California files lawsuit accusing Huntington Beach of violating affordable housing laws
California Gov. Gavin Newsom (D) and state officials have filed a lawsuit accusing the city of Huntington Beach of violating state housing laws.
Newsom and state Attorney General Rob Bonta announced the move at a virtual press conference Thursday, saying they were seeking a preliminary injunction against the city.
Bonta said state laws exist “to give more families the ability to help themselves, while helping our state combat a very serious housing shortage.”
“Instead, Huntington Beach has decided to slam the door in homeowners’ faces,” he said.
The lawsuit relates to the Orange County seaside suburb’s recent ban on applications to build housing under the state’s SB 9 and Accessory Dwelling Unit (ADU) laws, which allow homeowners to build up to four units and backyard cottages on a single-family parcel.
The attorney general maintained the city’s effort is “illegal under the Housing Accountability Act” while Newsom described the Huntington Beach decision as “Exhibit A of what’s wrong with housing in the State of California.”
“They’ve chosen not to follow state law. It’s crystal clear,” Newsom said.
On Tuesday, Huntington Beach’s GOP-majority city council passed an ordinance to ban a so-called “builder’s remedy” clause that allows developers to circumvent zoning rules when cities fail to meet certain state laws.
The builder’s remedy specifically comes from California’s Housing Accountability Act, which permits the bypass of zoning codes when local governments do not comply with the state’s Housing Elements laws — rules that require them to meet the housing needs of all residents.
“There is a war on suburbia,” Huntington Beach Mayor Tony Strickland said at the Tuesday hearing, noting he is “pro-development” if that development has a suburban feel.
“What I am against is the urbanization of a wonderful suburban community,” Strickland continued. “If our citizens wanted an urban community, they would have moved to Los Angeles, they would have moved to New York.”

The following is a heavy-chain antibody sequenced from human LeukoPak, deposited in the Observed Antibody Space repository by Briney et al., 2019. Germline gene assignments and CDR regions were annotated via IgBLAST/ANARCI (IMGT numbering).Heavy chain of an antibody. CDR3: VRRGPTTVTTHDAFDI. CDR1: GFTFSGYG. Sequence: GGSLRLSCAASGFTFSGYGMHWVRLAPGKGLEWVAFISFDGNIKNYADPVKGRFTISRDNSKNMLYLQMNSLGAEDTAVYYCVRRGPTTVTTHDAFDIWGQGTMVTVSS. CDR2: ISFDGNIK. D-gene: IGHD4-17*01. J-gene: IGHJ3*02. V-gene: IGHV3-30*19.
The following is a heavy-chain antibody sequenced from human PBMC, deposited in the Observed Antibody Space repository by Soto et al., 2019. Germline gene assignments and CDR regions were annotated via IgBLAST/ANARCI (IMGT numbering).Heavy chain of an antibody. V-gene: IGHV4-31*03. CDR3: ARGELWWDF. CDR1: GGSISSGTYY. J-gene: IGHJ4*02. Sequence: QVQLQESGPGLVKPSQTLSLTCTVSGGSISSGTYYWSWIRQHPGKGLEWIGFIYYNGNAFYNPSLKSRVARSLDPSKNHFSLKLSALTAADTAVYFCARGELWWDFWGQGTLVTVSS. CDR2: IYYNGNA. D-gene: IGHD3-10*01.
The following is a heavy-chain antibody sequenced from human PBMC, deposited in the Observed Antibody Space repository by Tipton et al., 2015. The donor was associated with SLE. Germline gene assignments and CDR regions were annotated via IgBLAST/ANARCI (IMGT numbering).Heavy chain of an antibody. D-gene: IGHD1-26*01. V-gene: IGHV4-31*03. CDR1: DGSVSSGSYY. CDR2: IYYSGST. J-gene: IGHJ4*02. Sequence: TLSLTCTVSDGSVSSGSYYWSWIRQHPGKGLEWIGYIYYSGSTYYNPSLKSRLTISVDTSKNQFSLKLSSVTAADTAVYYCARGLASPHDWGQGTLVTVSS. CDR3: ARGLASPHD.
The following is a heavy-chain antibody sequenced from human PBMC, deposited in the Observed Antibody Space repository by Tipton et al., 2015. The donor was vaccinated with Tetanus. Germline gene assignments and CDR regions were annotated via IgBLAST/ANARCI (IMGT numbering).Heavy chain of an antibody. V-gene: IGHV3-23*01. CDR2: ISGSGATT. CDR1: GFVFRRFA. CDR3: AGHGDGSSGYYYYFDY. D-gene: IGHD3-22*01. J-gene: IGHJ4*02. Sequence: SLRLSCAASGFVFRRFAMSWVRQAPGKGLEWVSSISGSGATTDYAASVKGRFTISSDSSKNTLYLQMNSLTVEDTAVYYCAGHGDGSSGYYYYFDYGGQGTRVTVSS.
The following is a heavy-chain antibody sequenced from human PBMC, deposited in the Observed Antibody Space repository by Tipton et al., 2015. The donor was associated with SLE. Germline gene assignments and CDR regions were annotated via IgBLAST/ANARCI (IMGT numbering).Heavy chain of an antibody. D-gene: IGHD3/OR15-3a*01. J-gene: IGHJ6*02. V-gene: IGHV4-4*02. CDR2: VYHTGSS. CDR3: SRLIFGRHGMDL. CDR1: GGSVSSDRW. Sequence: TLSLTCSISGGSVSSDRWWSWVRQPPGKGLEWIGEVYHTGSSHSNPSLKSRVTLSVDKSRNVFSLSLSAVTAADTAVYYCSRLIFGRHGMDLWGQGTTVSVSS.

Stressing that his office sent Huntington Beach “multiple, emphatic and very clear warnings that we may end up right where we are,” Bonta called the city council’s actions a “willful and intentional refusal” to follow the law.
“They have asked for this, and they have earned this,” the attorney general said. “We’re in a housing shortage and affordability crisis.”
“California will need an estimated 2.5 million new homes by 2030 in order to meet housing demand, yet less than 125,000 new homes are built in California each year,” Bonta added.
Newsom echoed these sentiments, stressing the state as a whole must do better to resolve both the housing crisis and what he described as “the original sin” of affordability.
One resident invited by officials to speak during the virtual event discussed how his plans to build an accessory home on his elderly mother’s Huntington Beach property have been thrown into “disarray” and left him accruing debt.
“I apologize on behalf of people of the state that you have to suffer through local leadership there that are abusing their responsibilities and privileges and putting you in a very, very difficult situation,” the governor responded.
The Hill has reached out to the city of Huntington Beach for comment.
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